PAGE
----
Where did Kenneth Chesebro come from? Son of a Wisconsin music teacher, he amassed sterling credentials, a Harvard Law degree chief among them. On paper he was impressive. But then he joined a conspiracy to overthrow the democracy. Chesebro gives credentials a bad name.
He applied his legal skills to veil criminal activity under plausible-sounding theory — all the while covering, so he thought, his own posterior. In the end, Chesebro was charged with working on slates of faked electors to overturn results in several states.
One can only marvel at his fancy legal spinning designed to facilitate the destruction of America's revered institutions. But being the careful lawyer he was, Chesebro told the Trump camp that the scheme "could appear treasonous." You don't say.
What made him do it? It isn't that he had been a Democrat who went to the other side. Yes, he had helped his Harvard mentor Laurence Tribe work for Al Gore in the disputed 2000 election. If he jumped the political chasm to advocate for Donald Trump, that was his right.
But if he truly believed in the MAGA cause, that the election was stolen, he wouldn't have agreed to flip on Trump. He would have taken the lumps and tried to defend himself in court.
The best explanation for Chesebro's performance is simpler, and boy, it is sad.
"He wanted to be close to the action," is how Tribe put it. He wanted attention.
Chesebro's Ivy polish was surely a draw for Trump given the downmarket personas of his other legal advisers. There was the batty Sidney Powell, the strutting John Eastman in his jaunty hat and flapping scarf, and the pathetic Rudy Giuliani.
Making a plea deal in the Georgia election interference case, however, puts Chesebro in the intimate company of Powell, whose swanning on TV about the plot to steal the election got so weird Trump had to fire her. Even back then, Chesebro was too smooth to join Powell in her utterly nutty claims that a dead Hugo Chavez was pulling the strings for Joe Biden. A discussion of what Powell truly believed is best left to the psychiatric profession, not the legal one.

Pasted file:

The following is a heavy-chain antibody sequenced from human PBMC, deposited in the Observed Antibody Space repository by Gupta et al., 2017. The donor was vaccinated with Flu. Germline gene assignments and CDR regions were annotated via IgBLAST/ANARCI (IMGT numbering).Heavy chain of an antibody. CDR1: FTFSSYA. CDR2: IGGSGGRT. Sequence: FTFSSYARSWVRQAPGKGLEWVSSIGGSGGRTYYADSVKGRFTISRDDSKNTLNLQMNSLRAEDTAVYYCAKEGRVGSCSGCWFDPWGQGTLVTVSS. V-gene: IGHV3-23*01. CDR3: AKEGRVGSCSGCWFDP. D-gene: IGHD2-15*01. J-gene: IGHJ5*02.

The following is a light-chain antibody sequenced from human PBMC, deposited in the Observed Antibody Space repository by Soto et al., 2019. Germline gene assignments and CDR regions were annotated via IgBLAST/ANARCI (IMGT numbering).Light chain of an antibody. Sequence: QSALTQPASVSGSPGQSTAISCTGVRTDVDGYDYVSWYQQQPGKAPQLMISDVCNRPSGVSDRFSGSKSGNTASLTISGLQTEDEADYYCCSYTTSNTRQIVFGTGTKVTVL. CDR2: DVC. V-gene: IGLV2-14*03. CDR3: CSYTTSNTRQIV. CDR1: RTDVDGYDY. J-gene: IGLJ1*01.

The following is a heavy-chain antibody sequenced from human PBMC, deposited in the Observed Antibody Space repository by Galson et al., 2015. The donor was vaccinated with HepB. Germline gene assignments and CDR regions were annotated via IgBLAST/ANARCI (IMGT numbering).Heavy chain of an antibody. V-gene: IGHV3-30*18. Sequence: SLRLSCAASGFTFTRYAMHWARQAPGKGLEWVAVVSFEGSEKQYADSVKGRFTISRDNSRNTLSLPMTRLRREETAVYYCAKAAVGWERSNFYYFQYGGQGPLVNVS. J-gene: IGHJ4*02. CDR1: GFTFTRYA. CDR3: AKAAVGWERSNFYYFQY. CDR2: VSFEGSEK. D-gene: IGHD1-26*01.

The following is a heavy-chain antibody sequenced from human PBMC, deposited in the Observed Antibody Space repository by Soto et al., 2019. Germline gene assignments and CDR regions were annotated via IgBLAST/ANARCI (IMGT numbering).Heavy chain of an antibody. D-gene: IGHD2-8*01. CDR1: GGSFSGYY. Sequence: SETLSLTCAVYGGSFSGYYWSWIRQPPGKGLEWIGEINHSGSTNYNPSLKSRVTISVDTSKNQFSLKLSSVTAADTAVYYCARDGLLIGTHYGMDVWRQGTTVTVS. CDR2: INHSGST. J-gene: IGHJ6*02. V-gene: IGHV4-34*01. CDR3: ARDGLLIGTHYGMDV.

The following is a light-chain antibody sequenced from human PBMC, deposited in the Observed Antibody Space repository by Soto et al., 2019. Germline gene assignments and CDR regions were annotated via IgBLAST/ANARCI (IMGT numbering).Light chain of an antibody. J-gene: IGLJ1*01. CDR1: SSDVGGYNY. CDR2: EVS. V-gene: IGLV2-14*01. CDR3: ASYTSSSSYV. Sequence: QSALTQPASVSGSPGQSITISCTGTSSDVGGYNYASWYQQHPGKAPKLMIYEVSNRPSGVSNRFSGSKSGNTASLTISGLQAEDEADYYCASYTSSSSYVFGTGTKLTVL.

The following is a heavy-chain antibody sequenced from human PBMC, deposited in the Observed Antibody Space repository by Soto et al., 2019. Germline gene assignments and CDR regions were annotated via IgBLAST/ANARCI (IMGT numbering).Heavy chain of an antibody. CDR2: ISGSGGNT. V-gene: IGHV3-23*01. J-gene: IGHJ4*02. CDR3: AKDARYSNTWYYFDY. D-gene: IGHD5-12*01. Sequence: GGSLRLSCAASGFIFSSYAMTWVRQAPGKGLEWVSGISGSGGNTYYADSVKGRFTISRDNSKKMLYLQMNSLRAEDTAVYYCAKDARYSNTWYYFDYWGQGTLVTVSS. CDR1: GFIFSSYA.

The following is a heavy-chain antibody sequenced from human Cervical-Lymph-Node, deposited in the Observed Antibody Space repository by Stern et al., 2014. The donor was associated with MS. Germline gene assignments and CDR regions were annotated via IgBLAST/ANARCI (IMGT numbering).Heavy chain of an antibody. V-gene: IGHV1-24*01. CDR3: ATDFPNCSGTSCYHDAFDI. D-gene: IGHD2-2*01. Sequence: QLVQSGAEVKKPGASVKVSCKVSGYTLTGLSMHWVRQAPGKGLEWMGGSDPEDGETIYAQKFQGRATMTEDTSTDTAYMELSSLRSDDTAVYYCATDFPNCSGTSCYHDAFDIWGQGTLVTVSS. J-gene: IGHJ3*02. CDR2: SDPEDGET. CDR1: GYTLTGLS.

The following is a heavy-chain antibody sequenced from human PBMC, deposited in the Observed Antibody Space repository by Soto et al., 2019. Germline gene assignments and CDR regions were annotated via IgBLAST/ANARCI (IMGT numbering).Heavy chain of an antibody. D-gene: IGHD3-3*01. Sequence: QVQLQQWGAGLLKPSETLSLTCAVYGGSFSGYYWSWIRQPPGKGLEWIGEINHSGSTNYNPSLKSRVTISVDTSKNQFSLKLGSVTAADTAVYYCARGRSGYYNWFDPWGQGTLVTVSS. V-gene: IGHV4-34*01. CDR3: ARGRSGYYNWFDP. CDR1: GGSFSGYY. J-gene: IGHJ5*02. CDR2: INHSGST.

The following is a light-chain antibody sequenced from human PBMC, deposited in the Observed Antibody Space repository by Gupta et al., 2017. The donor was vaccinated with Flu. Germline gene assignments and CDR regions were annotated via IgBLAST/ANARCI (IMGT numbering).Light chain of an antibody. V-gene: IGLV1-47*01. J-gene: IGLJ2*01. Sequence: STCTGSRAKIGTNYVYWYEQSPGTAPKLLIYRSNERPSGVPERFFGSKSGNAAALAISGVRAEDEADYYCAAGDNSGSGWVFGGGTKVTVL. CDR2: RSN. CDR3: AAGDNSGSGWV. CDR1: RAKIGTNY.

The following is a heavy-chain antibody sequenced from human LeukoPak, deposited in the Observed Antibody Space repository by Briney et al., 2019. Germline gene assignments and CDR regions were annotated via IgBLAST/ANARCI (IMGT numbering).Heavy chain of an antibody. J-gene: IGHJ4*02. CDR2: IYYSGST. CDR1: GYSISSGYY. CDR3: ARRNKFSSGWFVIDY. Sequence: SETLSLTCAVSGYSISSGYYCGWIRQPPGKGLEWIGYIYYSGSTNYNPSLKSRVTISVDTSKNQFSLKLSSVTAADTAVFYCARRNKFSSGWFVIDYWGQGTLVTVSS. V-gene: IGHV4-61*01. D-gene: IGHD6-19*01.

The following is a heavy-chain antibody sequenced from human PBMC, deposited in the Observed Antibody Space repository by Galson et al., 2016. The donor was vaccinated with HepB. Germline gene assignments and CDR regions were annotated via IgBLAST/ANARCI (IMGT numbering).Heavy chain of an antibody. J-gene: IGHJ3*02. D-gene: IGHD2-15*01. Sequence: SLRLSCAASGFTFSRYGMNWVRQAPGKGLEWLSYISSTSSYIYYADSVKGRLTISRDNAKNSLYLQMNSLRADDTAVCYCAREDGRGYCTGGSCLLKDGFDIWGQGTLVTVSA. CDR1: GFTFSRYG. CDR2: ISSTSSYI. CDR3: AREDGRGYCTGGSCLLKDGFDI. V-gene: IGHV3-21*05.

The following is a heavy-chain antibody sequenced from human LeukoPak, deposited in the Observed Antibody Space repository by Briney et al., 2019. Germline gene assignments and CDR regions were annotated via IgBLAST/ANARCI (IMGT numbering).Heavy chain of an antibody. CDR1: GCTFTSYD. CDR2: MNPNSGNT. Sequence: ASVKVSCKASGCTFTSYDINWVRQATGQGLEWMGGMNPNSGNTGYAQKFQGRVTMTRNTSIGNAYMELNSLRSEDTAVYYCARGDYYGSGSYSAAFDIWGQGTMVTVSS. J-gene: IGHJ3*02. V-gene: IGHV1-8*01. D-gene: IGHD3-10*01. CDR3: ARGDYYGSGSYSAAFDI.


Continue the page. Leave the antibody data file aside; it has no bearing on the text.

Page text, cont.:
Chesebro reportedly did tell the Trump team that a Supreme Court ruling before Jan. 6 would be more favorable to their cause if the justices feared there would be "wild" chaos on that day. This was a reference to Trump's Dec. 19 tweet: "Big protest in D.C. on January 6th. Be there, will be wild!"
What could be the harm in adding a tablespoon of intimidation into the devil's cake mix? Though Chesebro opined that there was only a 1% chance the justices would step in, appealing to them, he offered, could have "possible political value."
Both Chesebro and Powell made plea deals to snitch on other Trump allies. They include promises not to lie at the co-defendants' trials. Back in September, Scott Hall, a Georgia bail bondsman, became the first Trump ally to plead guilty in the racketeering case.
They're all getting sweet probation deals.
On January 6, Chesebro donned a MAGA hat and descended on the Capital to stop the certification of the election that Joe Biden clearly won. But he will not spend a day in prison, unlike the dopes who charged past him and broke into the Capital.
Because he knew what he was doing, Chesebro proved himself more ethically vacant than the Trumpian mobs. He applied oily legal arguments made potent by an elite education. Supporting an insurrection against the United States, he undoubtedly figured, could be a good career move.
Chesebro now says he abhorred the violence on January 6. Wouldn't he just.
Froma Harrop's column for Creators Syndicate appears in more than 150 newspapers. She is based at the Providence Journal. Follow her on Twitter @FromaHarrop. She can be reached at email@example.com.
Reprinted with permission from Creators.